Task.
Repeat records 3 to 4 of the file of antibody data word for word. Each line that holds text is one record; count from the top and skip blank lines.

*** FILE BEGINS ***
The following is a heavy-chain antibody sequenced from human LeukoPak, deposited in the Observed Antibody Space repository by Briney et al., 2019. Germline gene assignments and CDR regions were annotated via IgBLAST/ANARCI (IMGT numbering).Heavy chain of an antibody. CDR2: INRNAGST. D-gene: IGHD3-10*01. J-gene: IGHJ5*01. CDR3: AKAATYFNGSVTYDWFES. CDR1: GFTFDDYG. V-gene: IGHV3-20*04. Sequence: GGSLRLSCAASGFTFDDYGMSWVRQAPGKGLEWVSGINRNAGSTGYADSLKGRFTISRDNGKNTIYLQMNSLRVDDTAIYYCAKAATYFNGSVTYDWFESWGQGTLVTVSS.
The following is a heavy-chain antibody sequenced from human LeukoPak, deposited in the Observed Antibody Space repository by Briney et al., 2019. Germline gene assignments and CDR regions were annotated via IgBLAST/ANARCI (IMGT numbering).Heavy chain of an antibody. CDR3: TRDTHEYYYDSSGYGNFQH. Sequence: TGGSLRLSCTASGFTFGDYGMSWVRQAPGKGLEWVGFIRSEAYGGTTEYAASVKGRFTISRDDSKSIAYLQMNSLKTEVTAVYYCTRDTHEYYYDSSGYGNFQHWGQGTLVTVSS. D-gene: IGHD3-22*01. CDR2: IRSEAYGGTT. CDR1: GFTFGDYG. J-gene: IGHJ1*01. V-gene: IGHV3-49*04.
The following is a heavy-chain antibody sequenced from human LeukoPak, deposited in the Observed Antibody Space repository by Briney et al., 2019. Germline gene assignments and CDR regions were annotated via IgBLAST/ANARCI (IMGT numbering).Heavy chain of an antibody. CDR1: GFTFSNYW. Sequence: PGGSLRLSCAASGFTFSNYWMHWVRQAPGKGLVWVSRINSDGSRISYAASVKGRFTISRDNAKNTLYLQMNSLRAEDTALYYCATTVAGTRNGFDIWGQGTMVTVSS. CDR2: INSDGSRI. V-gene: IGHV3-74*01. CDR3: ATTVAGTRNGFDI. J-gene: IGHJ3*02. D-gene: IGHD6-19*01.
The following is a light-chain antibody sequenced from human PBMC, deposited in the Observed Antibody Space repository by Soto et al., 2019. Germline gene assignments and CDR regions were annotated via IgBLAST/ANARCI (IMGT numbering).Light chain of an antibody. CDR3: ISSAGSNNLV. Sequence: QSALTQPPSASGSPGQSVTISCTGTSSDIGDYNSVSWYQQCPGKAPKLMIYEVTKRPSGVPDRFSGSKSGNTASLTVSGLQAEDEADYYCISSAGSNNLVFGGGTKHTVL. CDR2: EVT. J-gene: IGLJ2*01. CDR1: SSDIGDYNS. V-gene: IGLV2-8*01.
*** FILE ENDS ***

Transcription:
The following is a heavy-chain antibody sequenced from human LeukoPak, deposited in the Observed Antibody Space repository by Briney et al., 2019. Germline gene assignments and CDR regions were annotated via IgBLAST/ANARCI (IMGT numbering).Heavy chain of an antibody. CDR1: GFTFSNYW. Sequence: PGGSLRLSCAASGFTFSNYWMHWVRQAPGKGLVWVSRINSDGSRISYAASVKGRFTISRDNAKNTLYLQMNSLRAEDTALYYCATTVAGTRNGFDIWGQGTMVTVSS. CDR2: INSDGSRI. V-gene: IGHV3-74*01. CDR3: ATTVAGTRNGFDI. J-gene: IGHJ3*02. D-gene: IGHD6-19*01.
The following is a light-chain antibody sequenced from human PBMC, deposited in the Observed Antibody Space repository by Soto et al., 2019. Germline gene assignments and CDR regions were annotated via IgBLAST/ANARCI (IMGT numbering).Light chain of an antibody. CDR3: ISSAGSNNLV. Sequence: QSALTQPPSASGSPGQSVTISCTGTSSDIGDYNSVSWYQQCPGKAPKLMIYEVTKRPSGVPDRFSGSKSGNTASLTVSGLQAEDEADYYCISSAGSNNLVFGGGTKHTVL. CDR2: EVT. J-gene: IGLJ2*01. CDR1: SSDIGDYNS. V-gene: IGLV2-8*01.